Thursday, January 8, 2009

Breakfast: The most important meal of the day

Richard Walker's Pancake House in Downtown San Diego
I never used to be a breakfast person. It's only in the last few years that I have come to appreciate breakfast in the more traditional sense of the word. As a teen, spaghetti was my take on breakfast! I would make a pot on Monday, and have a little bowl of it for breakfast before school each morning. Kids, whatta ya gonna do??

Since becoming a more traditional breakfast eater, I've been on a little bit of a quest to find places that can do it right. So far, at the very top of my list is Kono's...between the food, the service, and the atmosphere (the beach!!) you can't go wrong there, really.

Recently this quest has brought me to Richard Walker's Pancake House in downtown San Diego. It's located at 520 Front Street, and it's easy to spot out because there is almost always a long line heading out the door. Don't let this dissuade you from visiting, as it usually moves pretty quickly, or at least moreso than most places.

The interior of the restaurant is beautiful and almost frenetic in it's energy. The staff is fast moving, carrying plate after plate of delicious looking (and smelling!) food to the tables. It's not a huge location, to be certain, but it's not clausterphobic as some smaller places can be.

I took a friend with me, figuring between the two of us we could take a wider sample for time I'll bring more! There is so much to try! From pancakes to waffles, omeletes to salads. And for those of you who still don't care for breakfast foods, you can always grab a BLT and a bowl of Ribble Soup! I can't vouch for the soup just yet, but I will be back and I'll try it then. Now, for the first visit, I wanted to try the "Signature" of the house: Walker's Apple Pancake.

The most popular item on the menu, much hyped in the press, it lived up to its reputation on sight, at least visually. An impressively large twelve inch pancake, smothered in tender-tart baked apples and exotically scented cinnamon, it was certainly a sight to behold. I was worried, though, because I'd seen other examples of this particular dish that were dense, heavy, and I was pleasantly surprised to find that the pancake itself was light, almost airy. Moist, but not too much so, and richly flavored with egg and cinnamon and vanilla notes. The aroma of decadence wafted up from the plate as I cut into the Granny Smith apples, each coated with a generous sprinkling of Saigon cinnamon and sweetened with a hint of sugar. I'm surprised I didn't drool.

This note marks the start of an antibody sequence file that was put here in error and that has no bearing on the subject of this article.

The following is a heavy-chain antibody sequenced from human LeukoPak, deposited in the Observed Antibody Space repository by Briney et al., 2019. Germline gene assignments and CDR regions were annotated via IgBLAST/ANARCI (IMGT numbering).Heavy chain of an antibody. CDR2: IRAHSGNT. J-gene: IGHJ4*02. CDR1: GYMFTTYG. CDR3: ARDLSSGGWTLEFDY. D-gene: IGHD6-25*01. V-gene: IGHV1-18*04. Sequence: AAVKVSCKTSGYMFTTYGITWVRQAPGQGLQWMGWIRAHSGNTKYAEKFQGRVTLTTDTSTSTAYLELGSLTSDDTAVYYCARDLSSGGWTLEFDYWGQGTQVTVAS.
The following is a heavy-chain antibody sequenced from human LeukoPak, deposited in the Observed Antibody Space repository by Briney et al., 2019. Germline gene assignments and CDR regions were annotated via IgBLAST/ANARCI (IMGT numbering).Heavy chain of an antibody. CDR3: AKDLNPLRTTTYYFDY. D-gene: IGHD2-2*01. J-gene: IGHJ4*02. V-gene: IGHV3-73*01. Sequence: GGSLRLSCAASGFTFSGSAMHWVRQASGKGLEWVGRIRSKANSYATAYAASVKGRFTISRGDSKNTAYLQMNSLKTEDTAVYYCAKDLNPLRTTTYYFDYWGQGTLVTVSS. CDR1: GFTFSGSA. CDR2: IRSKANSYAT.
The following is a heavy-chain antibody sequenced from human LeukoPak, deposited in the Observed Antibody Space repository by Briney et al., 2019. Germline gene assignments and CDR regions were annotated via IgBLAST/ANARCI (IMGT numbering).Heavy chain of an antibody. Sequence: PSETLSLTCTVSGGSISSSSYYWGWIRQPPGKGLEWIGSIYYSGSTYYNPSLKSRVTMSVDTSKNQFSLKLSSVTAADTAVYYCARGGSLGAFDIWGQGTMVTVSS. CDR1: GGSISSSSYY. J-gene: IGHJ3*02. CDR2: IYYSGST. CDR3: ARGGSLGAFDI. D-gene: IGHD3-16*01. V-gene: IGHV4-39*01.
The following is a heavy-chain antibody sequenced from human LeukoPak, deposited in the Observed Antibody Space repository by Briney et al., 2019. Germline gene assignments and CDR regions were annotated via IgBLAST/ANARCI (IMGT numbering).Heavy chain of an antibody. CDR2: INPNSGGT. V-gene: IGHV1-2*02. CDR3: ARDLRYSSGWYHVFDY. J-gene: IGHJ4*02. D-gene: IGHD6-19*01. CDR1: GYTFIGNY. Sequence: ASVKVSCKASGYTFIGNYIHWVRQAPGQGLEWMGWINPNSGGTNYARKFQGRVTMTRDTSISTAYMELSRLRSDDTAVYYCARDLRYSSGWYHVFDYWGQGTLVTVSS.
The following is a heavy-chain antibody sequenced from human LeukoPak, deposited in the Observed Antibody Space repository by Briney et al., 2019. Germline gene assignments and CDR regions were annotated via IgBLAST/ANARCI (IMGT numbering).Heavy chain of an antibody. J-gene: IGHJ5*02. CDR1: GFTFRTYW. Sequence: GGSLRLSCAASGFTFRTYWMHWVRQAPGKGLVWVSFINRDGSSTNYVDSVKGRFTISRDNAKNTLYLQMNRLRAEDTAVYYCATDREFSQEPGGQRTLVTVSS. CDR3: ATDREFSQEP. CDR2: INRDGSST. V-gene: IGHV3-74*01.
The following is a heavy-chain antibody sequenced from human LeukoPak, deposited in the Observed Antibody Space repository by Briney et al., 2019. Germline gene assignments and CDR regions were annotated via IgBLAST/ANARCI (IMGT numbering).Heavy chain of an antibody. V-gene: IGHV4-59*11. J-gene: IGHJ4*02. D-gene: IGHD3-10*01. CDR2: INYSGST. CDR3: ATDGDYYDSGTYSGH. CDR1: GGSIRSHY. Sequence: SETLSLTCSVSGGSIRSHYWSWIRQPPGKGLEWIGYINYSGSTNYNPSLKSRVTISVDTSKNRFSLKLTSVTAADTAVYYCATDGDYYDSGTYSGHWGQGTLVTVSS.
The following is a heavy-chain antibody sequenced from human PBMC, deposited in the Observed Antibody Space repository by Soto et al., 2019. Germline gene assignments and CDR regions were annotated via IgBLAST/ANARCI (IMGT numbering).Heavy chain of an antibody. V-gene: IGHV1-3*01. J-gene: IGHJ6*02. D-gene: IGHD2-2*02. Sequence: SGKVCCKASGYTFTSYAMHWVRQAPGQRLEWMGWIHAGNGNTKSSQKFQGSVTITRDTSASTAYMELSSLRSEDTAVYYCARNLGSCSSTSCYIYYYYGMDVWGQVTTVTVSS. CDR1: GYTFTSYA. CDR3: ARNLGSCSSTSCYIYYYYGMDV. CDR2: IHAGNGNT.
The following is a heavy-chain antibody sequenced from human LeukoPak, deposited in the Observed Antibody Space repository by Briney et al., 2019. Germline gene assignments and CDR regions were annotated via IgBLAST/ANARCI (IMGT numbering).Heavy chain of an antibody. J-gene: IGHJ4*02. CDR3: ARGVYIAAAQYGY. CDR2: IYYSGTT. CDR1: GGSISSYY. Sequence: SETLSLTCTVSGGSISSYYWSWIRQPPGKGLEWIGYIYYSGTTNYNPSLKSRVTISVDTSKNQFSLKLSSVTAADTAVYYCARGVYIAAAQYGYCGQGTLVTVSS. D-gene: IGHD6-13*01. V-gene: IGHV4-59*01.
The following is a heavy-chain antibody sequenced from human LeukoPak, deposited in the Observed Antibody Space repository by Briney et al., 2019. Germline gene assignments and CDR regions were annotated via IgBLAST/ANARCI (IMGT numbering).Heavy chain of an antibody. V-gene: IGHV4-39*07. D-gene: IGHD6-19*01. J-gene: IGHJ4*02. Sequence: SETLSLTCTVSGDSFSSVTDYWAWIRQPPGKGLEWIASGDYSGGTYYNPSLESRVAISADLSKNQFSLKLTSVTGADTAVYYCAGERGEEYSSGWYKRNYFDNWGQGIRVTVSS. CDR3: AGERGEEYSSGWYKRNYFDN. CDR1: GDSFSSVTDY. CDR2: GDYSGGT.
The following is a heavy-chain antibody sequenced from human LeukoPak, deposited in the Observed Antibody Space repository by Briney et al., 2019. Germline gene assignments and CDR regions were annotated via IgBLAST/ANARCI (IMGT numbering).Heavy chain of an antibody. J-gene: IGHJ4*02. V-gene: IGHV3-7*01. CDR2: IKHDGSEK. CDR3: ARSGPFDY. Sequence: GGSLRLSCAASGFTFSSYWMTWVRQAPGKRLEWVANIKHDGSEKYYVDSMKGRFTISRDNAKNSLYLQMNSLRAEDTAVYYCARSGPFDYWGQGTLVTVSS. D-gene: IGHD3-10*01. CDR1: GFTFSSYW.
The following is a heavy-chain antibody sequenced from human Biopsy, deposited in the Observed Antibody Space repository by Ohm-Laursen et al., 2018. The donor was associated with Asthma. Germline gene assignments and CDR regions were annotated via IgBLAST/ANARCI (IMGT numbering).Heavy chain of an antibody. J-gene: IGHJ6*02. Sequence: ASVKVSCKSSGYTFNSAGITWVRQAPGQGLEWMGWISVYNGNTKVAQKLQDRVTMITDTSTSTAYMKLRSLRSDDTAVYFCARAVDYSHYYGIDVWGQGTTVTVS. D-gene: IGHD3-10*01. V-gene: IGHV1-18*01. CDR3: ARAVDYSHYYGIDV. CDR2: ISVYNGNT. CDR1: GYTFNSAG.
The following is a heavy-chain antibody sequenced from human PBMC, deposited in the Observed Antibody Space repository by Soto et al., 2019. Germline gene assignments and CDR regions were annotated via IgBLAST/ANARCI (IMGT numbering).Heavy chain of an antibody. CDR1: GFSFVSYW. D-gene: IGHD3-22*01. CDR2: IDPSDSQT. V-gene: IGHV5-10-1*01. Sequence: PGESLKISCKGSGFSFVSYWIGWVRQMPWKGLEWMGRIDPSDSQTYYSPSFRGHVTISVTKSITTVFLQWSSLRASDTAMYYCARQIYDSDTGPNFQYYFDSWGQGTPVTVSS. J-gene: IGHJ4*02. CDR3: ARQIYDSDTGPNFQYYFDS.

The best part is, it tastes as good as it looks and smells. The apples were cooked just enough; not too soft, not too crisp. Tart-sweet with just enough sugar and well, you can never have too much cinnamon in my book! Add the pancake in with the apples, and it's near nirvana. Near, I said. Nirvana comes when you wash it down with a cup of hot, black coffee. Sweetened coffee would have definitely put it over the top.

My friend, who is not a fan of apples (can you imagine!?) decided to sample the waffles instead, and added an omelette to her order, so she'd have something to take home for her man. Although tempted by the Blueberry Flap Jacks, which boast wild Maine blueberries in the batter *and* a blueberry compote topping, she decided instead to go with the Strawberry Patch Belgian Waffle. Unlike many places that use frozen berries, this waffle was topped with fresh, sweet berries, along with whipped cream and a dusting of confectioner's sugar. Light, toasty and sweet, it was a perfect accompaniment to the Double Cheese omelette, which features both Swiss and cheddar cheeses.

Half an hour and a second cup of coffee later, we are both sated and happy and certain we will be returning to try some of the many other choices on the Richard Walker's Pancake House menu.

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